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Michael Dunn (October 20, 1934 – August 30, 1973) was an American actor and singer who shunned the usual "cute" typecasting of dwarf actors and sought serious roles requiring dramatic skill. He was a trailblazer who ultimately inspired a generation of dedicated actors with extreme short stature, including Zelda Rubinstein, Mark Povinelli, and Ricardo Gil.
Michael Dunn suffered from medical dwarfism, a result of spondyloepiphyseal dysplasia (SED, subtype unknown), a genetic defect of cartilage production caused by a mutation in the COL2A1 (type II collagen) gene. This disorder, classified as a skeletal dysplasia, caused distorted development of his limbs, spine, and ribcage and led to early, widespread osteoarthritis and constricted lung growth. As an adult, he stood 3' 10" and weighed about 78 pounds (117 cm, 35 kg). During Dunn's lifetime, his condition was described by the nonspecific term "progressive chondrodystrophy," or alternatively as "achondroplasia," a term that now refers specifically to a skeletal dysplasia caused by a defect in the gene for fibroblast growth factor receptor 3.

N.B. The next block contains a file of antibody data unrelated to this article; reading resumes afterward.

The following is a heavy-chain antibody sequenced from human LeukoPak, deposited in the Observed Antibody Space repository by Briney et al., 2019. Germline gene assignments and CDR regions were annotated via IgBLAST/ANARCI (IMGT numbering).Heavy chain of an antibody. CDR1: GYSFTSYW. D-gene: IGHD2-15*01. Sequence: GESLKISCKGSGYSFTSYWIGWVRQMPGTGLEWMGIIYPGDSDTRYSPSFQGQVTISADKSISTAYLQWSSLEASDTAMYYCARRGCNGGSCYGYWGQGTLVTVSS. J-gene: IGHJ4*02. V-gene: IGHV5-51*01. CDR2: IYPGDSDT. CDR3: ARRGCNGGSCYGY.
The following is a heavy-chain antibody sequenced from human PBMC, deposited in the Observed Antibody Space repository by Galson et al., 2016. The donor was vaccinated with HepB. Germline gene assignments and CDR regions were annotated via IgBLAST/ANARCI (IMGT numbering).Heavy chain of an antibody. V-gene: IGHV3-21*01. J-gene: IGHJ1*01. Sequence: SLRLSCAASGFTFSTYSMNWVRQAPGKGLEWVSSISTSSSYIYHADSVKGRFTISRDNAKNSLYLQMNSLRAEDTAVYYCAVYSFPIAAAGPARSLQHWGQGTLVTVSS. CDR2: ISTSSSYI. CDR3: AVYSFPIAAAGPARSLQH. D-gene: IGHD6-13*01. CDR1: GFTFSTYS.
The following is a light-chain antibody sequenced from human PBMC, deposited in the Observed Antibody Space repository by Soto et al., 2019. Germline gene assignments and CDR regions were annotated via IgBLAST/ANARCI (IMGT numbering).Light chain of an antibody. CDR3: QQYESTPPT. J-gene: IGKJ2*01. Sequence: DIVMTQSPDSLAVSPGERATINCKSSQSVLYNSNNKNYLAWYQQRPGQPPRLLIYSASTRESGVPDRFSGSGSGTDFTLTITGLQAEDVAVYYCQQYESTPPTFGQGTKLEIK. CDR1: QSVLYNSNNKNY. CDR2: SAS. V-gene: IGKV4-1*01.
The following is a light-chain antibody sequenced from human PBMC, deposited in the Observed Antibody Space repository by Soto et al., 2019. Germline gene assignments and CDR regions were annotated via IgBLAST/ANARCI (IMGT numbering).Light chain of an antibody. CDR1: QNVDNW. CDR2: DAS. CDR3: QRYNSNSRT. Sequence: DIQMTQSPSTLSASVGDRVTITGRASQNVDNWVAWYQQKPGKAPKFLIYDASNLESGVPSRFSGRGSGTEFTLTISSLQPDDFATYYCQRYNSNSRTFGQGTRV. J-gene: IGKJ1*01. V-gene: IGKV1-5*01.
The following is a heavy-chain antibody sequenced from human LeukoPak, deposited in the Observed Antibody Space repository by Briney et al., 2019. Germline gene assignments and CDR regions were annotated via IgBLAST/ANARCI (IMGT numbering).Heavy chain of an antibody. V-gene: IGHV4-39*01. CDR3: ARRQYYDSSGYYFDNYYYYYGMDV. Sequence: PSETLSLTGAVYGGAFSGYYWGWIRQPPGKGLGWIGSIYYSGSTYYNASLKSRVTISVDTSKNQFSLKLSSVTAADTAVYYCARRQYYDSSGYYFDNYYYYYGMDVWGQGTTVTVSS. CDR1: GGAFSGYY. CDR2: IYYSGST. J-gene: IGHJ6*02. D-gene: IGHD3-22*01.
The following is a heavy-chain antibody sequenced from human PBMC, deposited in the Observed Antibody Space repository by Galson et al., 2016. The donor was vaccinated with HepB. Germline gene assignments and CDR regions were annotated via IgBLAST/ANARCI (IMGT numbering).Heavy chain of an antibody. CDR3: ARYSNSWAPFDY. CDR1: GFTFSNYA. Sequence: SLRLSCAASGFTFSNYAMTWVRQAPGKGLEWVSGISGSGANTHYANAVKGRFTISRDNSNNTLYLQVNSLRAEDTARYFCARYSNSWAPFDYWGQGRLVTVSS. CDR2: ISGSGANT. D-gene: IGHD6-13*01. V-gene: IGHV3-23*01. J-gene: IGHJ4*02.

He was born as Gary Neil Miller to Jewell Miller (née Hilly) and Fred B. Miller of Fargo, Oklahoma in Shattuck, Oklahoma, during the time of the Dust Bowl drought. He chose his stage name in order to differentiate himself from another Gary Miller in Screen Actors Guild. ("Dunn" was his maternal grandmother's maiden name, but his reason for choosing "Michael" is unknown and not derived from his monastic experience in 1958.) He was an only child. When he was four, his family moved to Dearborn, Michigan.